Let's talk about colour

Although the DMP method deals with Realism, within that you can have a more tonalistic or colourful approach. The Zorn palette or Rembrandts heavy earth colour palette are examples of more tonalistic styles.

Lately I've become more interested in adding more hues to my paintings (as per impressionism), but without overdoing it or abstracting too much. Personally I don't like the overuse of very saturated colour without the balance of more subdued tones.

I wonder what your thoughts are on Realism and use of colours? :)


  • If you look at paintings with floral arrangements by the old masters you’ll see the perfect balance of realism and color. After watching Mark’s video on abstraction and how up close it can look like a mess I scrolled in (through Google Arts and Culture) on a bunch of flower paintings by old masters and it was mind boggling how up close they’re just daubs of beautiful colours but at normal distance they’re completely realistic. 

    It seems to be all about value. Once you get good at assessing it correctly, it frees you to explore color however you want. I’m guessing too that once you’re skilled at being able to paint realistically you can sort of play with how much you want to push the color. I think color is very subjective and everyone has an inherent preference for it so ultimately it will come out in your painting. 

    I started off painting obsessed with color and completely ignoring value- not the way to go! A terrible and painful process until I learned to do it differently 😀 But, color is a lot of fun and as @[email protected] mentions, experimenting with it is a good way to start discovering your own style. 
  • @Richard_P
    For a deep ongoing conversation on color go to attentiveequations.com

    For the origins of modern (industrial age) color see M.E. Chevreul’s theory of simultaneous contrast. https://www.colorsystem.com/?page_id=792&lang=en

    For 20th century take on Chevreul's work see : https://www.amazon.com/Interaction-Color-Anniversary-Josef-Albers/dp/0300179359/ref=pd_sbs_1/138-8486806-3669720?pd_rd_w=Do6mv&pf_rd_p=180628c6-6f13-4dbf-9213-f09cdedc7815&pf_rd_r=H4JD23PTMXRQWWD4TGE1&pd_rd_r=e4588920-58b0-46ce-9d7f-afb03b897bc3&pd_rd_wg=Sc5aU&pd_rd_i=0300179359&psc=1

    Hans Hoffman was a geometric painter who applied simultaneous contrast broke though to pure abstract color. 

    Ian Roberts also plays with simultaneous contrast a bit.

  • Thank you all for your interesting comments.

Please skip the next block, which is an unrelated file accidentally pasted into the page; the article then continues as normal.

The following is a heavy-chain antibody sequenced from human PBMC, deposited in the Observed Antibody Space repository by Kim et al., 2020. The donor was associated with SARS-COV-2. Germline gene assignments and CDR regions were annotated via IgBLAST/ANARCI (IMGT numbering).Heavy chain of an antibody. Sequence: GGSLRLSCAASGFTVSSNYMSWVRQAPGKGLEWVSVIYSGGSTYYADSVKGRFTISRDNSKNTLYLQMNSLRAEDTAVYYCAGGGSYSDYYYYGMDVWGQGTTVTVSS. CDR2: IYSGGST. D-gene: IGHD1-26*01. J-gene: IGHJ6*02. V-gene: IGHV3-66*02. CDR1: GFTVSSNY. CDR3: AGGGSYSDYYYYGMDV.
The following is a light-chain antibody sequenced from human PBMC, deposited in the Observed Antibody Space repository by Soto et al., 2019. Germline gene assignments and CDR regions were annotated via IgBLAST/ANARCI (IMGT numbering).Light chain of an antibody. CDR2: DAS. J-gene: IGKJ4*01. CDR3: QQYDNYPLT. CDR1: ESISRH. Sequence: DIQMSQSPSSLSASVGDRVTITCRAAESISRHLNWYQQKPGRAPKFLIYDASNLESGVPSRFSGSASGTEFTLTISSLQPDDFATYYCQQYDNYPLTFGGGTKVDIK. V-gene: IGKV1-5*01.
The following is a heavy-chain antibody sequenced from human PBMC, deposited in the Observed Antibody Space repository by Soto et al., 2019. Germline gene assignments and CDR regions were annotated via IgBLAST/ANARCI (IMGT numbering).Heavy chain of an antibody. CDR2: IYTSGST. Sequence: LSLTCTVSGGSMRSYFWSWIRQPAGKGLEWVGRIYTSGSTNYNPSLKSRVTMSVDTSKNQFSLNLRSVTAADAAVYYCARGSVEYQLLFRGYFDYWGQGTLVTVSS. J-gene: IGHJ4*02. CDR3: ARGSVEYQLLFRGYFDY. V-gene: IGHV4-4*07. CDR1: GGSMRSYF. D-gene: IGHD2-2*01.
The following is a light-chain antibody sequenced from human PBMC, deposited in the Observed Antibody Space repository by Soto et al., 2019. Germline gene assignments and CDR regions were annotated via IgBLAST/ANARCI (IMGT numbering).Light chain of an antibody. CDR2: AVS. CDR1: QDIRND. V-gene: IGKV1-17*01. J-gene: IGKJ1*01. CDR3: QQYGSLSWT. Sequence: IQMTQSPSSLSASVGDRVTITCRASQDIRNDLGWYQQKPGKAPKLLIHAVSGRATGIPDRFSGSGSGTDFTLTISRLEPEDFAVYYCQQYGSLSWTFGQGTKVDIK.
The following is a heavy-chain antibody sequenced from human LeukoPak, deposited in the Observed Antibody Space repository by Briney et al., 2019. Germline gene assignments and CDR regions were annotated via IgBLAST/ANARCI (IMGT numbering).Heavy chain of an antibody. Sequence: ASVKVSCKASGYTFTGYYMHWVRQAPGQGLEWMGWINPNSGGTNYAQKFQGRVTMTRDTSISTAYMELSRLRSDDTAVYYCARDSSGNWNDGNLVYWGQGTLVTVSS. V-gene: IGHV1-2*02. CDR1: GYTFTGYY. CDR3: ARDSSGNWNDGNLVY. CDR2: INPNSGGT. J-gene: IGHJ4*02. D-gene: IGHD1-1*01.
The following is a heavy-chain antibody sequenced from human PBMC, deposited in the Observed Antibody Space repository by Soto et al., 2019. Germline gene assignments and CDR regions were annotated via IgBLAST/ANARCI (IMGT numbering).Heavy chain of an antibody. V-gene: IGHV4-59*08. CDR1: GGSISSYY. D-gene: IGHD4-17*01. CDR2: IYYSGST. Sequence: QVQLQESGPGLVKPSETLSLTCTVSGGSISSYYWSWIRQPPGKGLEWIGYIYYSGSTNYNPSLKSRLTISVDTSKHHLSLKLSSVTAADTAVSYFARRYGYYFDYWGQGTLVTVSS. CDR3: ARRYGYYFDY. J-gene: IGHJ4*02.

The last painting made me think of an important point. Until the time of the impressionists with the discovery of new pigments like Cadmiums, Cobalts, and Synthetic Ultramarine there weren't such high chroma colours in those hues available to everyday artists. Modern pigments like phthalos, dioxazine violet and quinacridones then greatly expanded the chroma range in those hues and made it possible to do vivid colours both in glazing and in the alla-prima style.

    The pink/purple komodo in the last painting would have had to be done with glazing a red lake over a natural ultramarine blue (expensive) in the renaissance and wouldn't be as lightfast (or as chromatic)

  • Perhaps it's just not about the intensity of the colours, but the range of hues used.

    If you look at this painting by Erin Hanson you can she uses purples and violets for the shadow colours (and some lighter lilac ones as well), where as other artists would have just used browns and blacks. Now, I wouldn't call this realism, but it's certainly vibrant. I also notice that the orange and light blues are vibrant where as the purples and greens are much more subdued. If all the hues were equally as vibrant it would be too much.

  • edited June 15
    I love the painting above. She's taken some liberties with colour but the values are right (see below). The eucalypts make it look so Australian but it's actually California with imported Australian trees. To me, it's realism but a realism that has been augmented with colour. The colour here has a visceral effect on me - it heightens the primal emotions I feel when I look at landscape. And it creates it's own reality separate from the world of usual visual experience. This painting is a real, original and moving object in its own right and is not merely parasitical on what it depicts. Not all her paintings are this good IMHO. But I hope that one day I'll feel confident enough to take leave of everyday visual reality and create paintings that have their own augmented reality. But they'll always be rooted in visual reality. I can't imagine ever going completely abstract.  :)

  • Hmm.. that's interesting. I like the colours but they seem a little overwhelming to me. Or maybe it's just the purples, it's not my favourite colour. :)

    Your own paintings have a lot of colour ranges in the rocks and trees, so maybe that's why this appeals to you so muuch?
  • So if we change the purples and lower the chroma to a more natural style we get this (which I actually quite like):


  • The above link is to the National Gallery video on Van Huysum's 'Flowers in a Terracotta Vase'. 
    It has plenty of hue, but one would be hard pressed to find a better example of a realistic painting  (albeit the flowers are all from differing seasons!).   The droplets of water on the poppy leaves, the ants and flutterbys are mindboggling.  
  • Richard_P said:
    So if we change the purples and lower the chroma to a more natural style we get this (which I actually quite like):

    I quite like it like this too.
  • If you like Erin Hanson painting try maxfield parrish 
    he too was confused about color but I love the way he resolved his issues 
    GOod luck with yours, @Richard_P
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